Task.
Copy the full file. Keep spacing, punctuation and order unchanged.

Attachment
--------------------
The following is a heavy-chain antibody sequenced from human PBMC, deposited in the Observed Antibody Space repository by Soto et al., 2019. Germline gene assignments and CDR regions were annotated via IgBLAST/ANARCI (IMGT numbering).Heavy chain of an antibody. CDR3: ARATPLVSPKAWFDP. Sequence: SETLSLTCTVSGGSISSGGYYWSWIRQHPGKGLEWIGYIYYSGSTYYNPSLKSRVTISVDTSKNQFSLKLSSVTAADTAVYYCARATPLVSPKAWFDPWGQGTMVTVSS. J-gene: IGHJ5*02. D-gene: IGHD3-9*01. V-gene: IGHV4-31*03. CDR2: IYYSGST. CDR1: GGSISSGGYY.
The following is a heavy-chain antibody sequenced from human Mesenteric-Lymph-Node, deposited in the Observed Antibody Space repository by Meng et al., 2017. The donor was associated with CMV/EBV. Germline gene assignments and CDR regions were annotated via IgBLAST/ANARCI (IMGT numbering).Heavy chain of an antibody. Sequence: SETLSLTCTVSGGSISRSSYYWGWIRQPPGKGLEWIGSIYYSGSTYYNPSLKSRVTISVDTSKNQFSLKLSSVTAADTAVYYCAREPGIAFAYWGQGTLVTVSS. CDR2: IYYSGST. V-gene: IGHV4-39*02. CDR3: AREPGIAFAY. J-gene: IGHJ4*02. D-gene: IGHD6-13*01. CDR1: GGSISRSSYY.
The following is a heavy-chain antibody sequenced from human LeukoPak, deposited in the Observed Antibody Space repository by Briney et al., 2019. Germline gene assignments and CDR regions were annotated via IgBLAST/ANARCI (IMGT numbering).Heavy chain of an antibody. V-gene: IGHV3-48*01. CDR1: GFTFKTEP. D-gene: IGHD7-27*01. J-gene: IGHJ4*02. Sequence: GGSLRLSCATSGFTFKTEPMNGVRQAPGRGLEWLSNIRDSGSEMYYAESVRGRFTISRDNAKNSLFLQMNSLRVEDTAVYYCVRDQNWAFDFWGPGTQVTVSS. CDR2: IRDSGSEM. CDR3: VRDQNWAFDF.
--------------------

The following is a heavy-chain antibody sequenced from human PBMC, deposited in the Observed Antibody Space repository by Soto et al., 2019. Germline gene assignments and CDR regions were annotated via IgBLAST/ANARCI (IMGT numbering).Heavy chain of an antibody. CDR3: ARATPLVSPKAWFDP. Sequence: SETLSLTCTVSGGSISSGGYYWSWIRQHPGKGLEWIGYIYYSGSTYYNPSLKSRVTISVDTSKNQFSLKLSSVTAADTAVYYCARATPLVSPKAWFDPWGQGTMVTVSS. J-gene: IGHJ5*02. D-gene: IGHD3-9*01. V-gene: IGHV4-31*03. CDR2: IYYSGST. CDR1: GGSISSGGYY.
The following is a heavy-chain antibody sequenced from human Mesenteric-Lymph-Node, deposited in the Observed Antibody Space repository by Meng et al., 2017. The donor was associated with CMV/EBV. Germline gene assignments and CDR regions were annotated via IgBLAST/ANARCI (IMGT numbering).Heavy chain of an antibody. Sequence: SETLSLTCTVSGGSISRSSYYWGWIRQPPGKGLEWIGSIYYSGSTYYNPSLKSRVTISVDTSKNQFSLKLSSVTAADTAVYYCAREPGIAFAYWGQGTLVTVSS. CDR2: IYYSGST. V-gene: IGHV4-39*02. CDR3: AREPGIAFAY. J-gene: IGHJ4*02. D-gene: IGHD6-13*01. CDR1: GGSISRSSYY.
The following is a heavy-chain antibody sequenced from human LeukoPak, deposited in the Observed Antibody Space repository by Briney et al., 2019. Germline gene assignments and CDR regions were annotated via IgBLAST/ANARCI (IMGT numbering).Heavy chain of an antibody. V-gene: IGHV3-48*01. CDR1: GFTFKTEP. D-gene: IGHD7-27*01. J-gene: IGHJ4*02. Sequence: GGSLRLSCATSGFTFKTEPMNGVRQAPGRGLEWLSNIRDSGSEMYYAESVRGRFTISRDNAKNSLFLQMNSLRVEDTAVYYCVRDQNWAFDFWGPGTQVTVSS. CDR2: IRDSGSEM. CDR3: VRDQNWAFDF.